After the anomaly detection job has processed some data, you can view the results in Kibana.
Depending on the capacity of your machine, you might need to wait a few seconds for the machine learning analysis to generate initial results.
There are two tools for examining the results from anomaly detection jobs in Kibana: the Anomaly Explorer and the Single Metric Viewer.
When you view your machine learning results, each bucket has an anomaly score. This score is a statistically aggregated and normalized view of the combined anomalousness of all the record results in the bucket.
The machine learning analytics enhance the anomaly score for each bucket by considering
contiguous buckets. This extra multi-bucket analysis effectively uses a
sliding window to evaluate the events in each bucket relative to the larger
context of recent events. When you review your machine learning results, there is a
multi_bucket_impact property that indicates how strongly the final anomaly
score is influenced by multi-bucket analysis. In Kibana, anomalies with medium or
high multi-bucket impact are depicted in the Anomaly Explorer and the
Single Metric Viewer with a cross symbol instead of a dot. For example:
In this example, you can see that some of the anomalies fall within the shaded blue area, which represents the bounds for the expected values. The bounds are calculated per bucket, but multi-bucket analysis is not limited by that scope.
If you have more than one anomaly detection job, you can also obtain overall bucket results, which combine and correlate anomalies from multiple jobs into an overall score. When you view the results for job groups in Kibana, it provides the overall bucket scores. For more information, see Get overall buckets API.
Bucket results provide the top level, overall view of the anomaly detection job and are ideal for alerts. For example, the bucket results might indicate that at 16:05 the system was unusual. This information is a summary of all the anomalies, pinpointing when they occurred. When you identify an anomalous bucket, you can investigate further by examining the pertinent records.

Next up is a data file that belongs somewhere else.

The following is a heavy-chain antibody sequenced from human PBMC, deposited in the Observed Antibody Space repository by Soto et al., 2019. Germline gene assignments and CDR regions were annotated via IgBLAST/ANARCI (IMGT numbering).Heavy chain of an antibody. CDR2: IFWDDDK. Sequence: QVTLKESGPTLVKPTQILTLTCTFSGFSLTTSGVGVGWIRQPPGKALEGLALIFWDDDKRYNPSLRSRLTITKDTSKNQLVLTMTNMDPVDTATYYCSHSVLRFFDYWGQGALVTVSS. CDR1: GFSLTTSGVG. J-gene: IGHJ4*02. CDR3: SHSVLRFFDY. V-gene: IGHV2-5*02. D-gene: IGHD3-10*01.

The influencer results show which entities were anomalous and when. One influencer result is written per bucket for each influencer that affects the anomalousness of the bucket. The machine learning analytics determine the impact of an influencer by performing a series of experiments that remove all data points with a specific influencer value and check whether the bucket is still anomalous. That means that only influencers with statistically significant impact on the anomaly are reported in the results. For jobs with more than one detector, influencer scores provide a powerful view of the most anomalous entities.
For example, the
high_sum_total_sales anomaly detection job for the eCommerce orders
sample data uses
influencers. You can examine the influencer results with the
get influencers API. Alternatively, you can use
the Anomaly Explorer in Kibana:
On the left is a list of the top influencers for all of the detected anomalies in that same time period. The list includes maximum anomaly scores, which in this case are aggregated for each influencer, for each bucket, across all detectors. There is also a total sum of the anomaly scores for each influencer. You can use this list to help you narrow down the contributing factors and focus on the most anomalous entities.
You can also explore swim lanes that correspond to the values of an influencer.
In this example, the swim lanes correspond to the values for the
customer_full_name.keyword. By default, the swim lanes are sorted according to
which entity has the maximum anomaly score values. You can click on the sections
in the swim lane to see details about the anomalies that occurred in that time
The anomaly scores that you see in each section of the Anomaly Explorer might differ slightly. This disparity occurs because for each anomaly detection job, there are bucket results, influencer results, and record results. Anomaly scores are generated for each type of result. The anomaly timeline in Kibana uses the bucket-level anomaly scores. If you view swim lanes by influencer, it uses the influencer-level anomaly scores, as does the list of top influencers. The list of anomalies uses the record-level anomaly scores.